In the third "cheese" example, Income Tax Regulations section 1.482-4(f)(3)(iv), Example 4, the facts are the same except that the U.S. subsidiary concludes a "long term agreement" and thereby receives the "exclusive right" to distribute cheese in the United States under the foreign parent's trademark. The example states that the U.S. subsidiary purchases the cheese from the foreign parent at an arm's-length price, a fact apparently added to indicate that the U.S. subsidiary did not receive reimbursement for its "significant" advertising expenses through a reduced purchase price. From these premises, the example somewhat cryptically concludes that the U.S. subsidiary is the "owner" of the trademark pursuant to paragraph (f)(3)(ii)(A) because its "conduct is consistent with that status." The example concludes that because the U.S. subsidiary is considered the "owner" of the trademark, no services allocation need be made. The implication is that the U.S. subsidiary's advertising efforts were made to develop its U.S. ownership rights to the trademark.

The cross reference in Example 4 (the third "cheese" example) to Income Tax Regulations section 1.482-3(f)(3)(ii)(A) is to the above-quoted language stating that a single intangible may have multiple owners; both Income Tax Regulations section 1.482-3 (f)(3)(ii)(A) and Example 4 involve the transfer of an "exclusive right" to a trademark to a related party for either a "specified period" or a "long term" period. Thus, Example 4 could be cited by the Service in arguing that an intangible such as a trademark may have multiple owners–including a U.S. distribution subsidiary. Taxpayers may similarly argue that a foreign subsidiary that promotes a trademark outside the U.S. should be treated as the owner of the foreign rights. However, the lack of definitions of terms such as "significantly larger" marketing expenses creates considerable uncertainty as to the application of these ownership rules. Also, the "cheese" examples assume that the price paid to the parent for the cheese is arm's length. This is often not the case, which may complicate the analysis of the question of whether the extraordinary promotional activity is reimbursed through the transfer price of the trademarked product.

Another example in the final regulations is relevant as to the ownership issue. Income Tax Regulations section 1.482-1(d)(3)(ii)(c) is an example where a U.S. subsidiary for six years incurs marketing expenses promoting its foreign parent's trade name. The marketing expenses are described as in excess of the level of such expenses that would be incurred by a comparable distributor. In effect, the example concludes that the U.S. subsidiary would not have incurred such expenses over such a period at arm's length unless an agreement existed allowing the U.S. subsidiary to benefit from such expenditures, which under the example result in the foreign parent's trade name commanding a "price premium" in the U.S. The example concludes that the district director may impute an agreement whereby the foreign parent allows the U.S. subsidiary to earn "an appropriate portion" of the "price premium" attributable to the trademark, implying a price allowance to compensate the U.S. subsidiary for the extraordinary marketing expenses. This is similar to the result of the third "cheese" example where the U.S. subsidiary is treated as not performing services, but instead as owning a U.S. marketing intangible, and presumably earning the income attributable thereto.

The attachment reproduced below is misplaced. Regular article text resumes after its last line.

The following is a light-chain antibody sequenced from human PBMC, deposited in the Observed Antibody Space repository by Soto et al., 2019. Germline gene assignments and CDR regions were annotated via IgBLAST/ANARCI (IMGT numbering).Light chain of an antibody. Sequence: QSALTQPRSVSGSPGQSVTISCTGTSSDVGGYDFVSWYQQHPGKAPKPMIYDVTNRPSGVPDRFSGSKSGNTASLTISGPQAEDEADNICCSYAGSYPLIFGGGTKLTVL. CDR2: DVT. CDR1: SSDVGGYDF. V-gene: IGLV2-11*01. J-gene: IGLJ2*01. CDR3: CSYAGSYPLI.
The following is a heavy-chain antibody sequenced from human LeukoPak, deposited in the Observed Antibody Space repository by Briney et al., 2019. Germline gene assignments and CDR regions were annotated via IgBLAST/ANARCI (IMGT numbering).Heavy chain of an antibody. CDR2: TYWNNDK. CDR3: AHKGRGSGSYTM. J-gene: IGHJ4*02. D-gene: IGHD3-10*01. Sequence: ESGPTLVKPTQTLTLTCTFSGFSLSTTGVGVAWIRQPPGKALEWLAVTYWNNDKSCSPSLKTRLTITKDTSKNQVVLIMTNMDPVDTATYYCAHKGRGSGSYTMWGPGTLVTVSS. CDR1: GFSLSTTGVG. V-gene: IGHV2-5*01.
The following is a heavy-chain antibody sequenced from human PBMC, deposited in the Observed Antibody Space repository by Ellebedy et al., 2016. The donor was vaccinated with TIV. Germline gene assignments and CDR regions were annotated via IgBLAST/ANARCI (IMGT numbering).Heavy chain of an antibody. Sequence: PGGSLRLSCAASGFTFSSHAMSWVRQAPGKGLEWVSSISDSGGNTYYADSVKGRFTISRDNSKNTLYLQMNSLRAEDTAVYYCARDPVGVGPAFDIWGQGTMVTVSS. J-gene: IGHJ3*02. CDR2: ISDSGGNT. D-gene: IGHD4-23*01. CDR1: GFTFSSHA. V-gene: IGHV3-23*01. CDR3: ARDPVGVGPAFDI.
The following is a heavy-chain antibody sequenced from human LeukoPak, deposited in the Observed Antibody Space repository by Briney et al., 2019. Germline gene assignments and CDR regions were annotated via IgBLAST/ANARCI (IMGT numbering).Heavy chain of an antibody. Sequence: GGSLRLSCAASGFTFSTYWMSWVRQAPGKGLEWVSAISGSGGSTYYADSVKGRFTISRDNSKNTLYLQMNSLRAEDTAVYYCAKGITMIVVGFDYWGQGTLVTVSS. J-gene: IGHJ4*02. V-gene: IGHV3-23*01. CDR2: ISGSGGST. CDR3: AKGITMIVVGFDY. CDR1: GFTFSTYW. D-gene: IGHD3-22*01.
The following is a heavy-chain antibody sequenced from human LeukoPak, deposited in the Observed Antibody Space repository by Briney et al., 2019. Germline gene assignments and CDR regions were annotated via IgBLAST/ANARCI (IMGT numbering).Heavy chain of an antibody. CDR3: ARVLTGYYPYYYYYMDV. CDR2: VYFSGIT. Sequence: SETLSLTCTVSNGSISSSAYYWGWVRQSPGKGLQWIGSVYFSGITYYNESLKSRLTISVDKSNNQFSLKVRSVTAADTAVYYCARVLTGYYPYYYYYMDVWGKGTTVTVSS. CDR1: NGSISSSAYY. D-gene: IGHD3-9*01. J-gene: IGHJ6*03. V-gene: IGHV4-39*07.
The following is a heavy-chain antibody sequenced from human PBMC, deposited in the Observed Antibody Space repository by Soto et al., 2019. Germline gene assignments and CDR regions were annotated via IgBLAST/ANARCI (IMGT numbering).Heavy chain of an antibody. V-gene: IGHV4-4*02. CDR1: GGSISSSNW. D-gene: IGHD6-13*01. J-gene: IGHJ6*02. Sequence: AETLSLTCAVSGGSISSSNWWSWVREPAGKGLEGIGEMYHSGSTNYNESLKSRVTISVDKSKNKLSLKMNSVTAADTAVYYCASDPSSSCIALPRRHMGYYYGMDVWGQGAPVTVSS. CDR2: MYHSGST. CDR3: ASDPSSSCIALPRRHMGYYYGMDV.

The 1968 Regulation Ownership Rules

The 1968 regulations provide that when one member of a controlled group transfers intangible property to another member of the group, the district director may make appropriate allocations to reflect arm's-length consideration for the transferred intangible property. Income Tax Regs. § 1.482-2(d)(1)(i) (1968). But the district director may not make such an allocation until the "developer" of the intangible property transfers it to another member of the controlled group.

    "[W]here one member of a group of related entities undertakes the development of intangible property as a developer . . . , no allocation with respect to such development activity shall be made . . . until such time as any property developed, or any interest therein, is or is deemed to be transferred, sold, assigned or otherwise made available in any manner in a transfer subject to the rules of this paragraph." Income Tax Regs. § 1.482-2(d)(1)(ii)(a) (1968).

Income Tax Regulations section 1.482-2(d)(1)(ii)(c) (1968) contains the rules for determining which member of a controlled group is the "developer" of intangible property.

    "The determination as to which member of a group of related entities is a developer and which members of the group are rendering assistance to the developer in connection with its development activities shall be based upon all of the facts and circumstances of the individual case. Of all the facts and circumstances to be taken into account in making this determination, greatest weight shall be given to the relative amounts of all the direct and indirect costs of development and the corresponding risks of development borne by the various members of the group . . . . Other factors that may be relevant in determining which member of the group is the developer include the location of the development activity, the capabilities of the various members to carry on the project independently, and the degree of control over the project exercised by the various members." [Emphasis added.]